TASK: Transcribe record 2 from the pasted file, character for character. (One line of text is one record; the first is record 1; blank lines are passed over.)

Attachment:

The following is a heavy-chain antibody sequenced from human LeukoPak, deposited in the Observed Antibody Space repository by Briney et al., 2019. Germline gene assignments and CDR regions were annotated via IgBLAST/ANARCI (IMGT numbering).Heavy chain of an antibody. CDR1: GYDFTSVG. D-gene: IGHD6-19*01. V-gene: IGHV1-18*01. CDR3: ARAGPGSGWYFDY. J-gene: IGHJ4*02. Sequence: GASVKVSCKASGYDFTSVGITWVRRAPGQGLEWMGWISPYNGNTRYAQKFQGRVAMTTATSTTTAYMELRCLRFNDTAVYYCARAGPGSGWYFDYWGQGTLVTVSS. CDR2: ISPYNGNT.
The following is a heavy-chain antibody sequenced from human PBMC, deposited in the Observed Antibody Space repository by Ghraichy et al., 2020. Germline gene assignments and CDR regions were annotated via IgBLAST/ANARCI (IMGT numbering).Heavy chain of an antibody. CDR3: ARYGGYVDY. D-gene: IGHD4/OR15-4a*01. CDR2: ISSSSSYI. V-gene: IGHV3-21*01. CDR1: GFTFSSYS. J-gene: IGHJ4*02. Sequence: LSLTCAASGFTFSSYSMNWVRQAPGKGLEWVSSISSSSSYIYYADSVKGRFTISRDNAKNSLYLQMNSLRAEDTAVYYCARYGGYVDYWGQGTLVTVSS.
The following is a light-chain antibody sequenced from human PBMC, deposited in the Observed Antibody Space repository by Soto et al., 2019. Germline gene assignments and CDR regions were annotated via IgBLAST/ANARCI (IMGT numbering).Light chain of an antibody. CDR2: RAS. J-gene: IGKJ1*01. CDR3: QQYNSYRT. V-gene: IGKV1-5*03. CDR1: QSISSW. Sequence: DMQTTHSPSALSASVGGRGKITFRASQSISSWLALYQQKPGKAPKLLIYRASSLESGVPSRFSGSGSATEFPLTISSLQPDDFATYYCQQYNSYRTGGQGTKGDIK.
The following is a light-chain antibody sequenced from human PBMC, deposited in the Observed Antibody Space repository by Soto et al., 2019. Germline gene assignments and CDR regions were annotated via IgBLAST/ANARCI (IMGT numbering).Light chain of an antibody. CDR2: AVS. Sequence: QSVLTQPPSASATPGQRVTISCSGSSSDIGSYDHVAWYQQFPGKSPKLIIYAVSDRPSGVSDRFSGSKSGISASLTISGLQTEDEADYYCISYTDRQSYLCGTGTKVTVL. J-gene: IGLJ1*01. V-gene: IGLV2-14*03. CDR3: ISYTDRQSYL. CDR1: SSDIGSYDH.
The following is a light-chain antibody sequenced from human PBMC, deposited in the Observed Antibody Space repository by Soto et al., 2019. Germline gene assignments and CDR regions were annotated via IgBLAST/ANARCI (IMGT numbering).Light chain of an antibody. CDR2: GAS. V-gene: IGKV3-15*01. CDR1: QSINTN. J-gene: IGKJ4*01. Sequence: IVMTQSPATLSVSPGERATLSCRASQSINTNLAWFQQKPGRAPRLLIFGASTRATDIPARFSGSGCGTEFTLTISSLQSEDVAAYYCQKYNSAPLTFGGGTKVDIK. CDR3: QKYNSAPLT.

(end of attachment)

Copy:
The following is a heavy-chain antibody sequenced from human PBMC, deposited in the Observed Antibody Space repository by Ghraichy et al., 2020. Germline gene assignments and CDR regions were annotated via IgBLAST/ANARCI (IMGT numbering).Heavy chain of an antibody. CDR3: ARYGGYVDY. D-gene: IGHD4/OR15-4a*01. CDR2: ISSSSSYI. V-gene: IGHV3-21*01. CDR1: GFTFSSYS. J-gene: IGHJ4*02. Sequence: LSLTCAASGFTFSSYSMNWVRQAPGKGLEWVSSISSSSSYIYYADSVKGRFTISRDNAKNSLYLQMNSLRAEDTAVYYCARYGGYVDYWGQGTLVTVSS.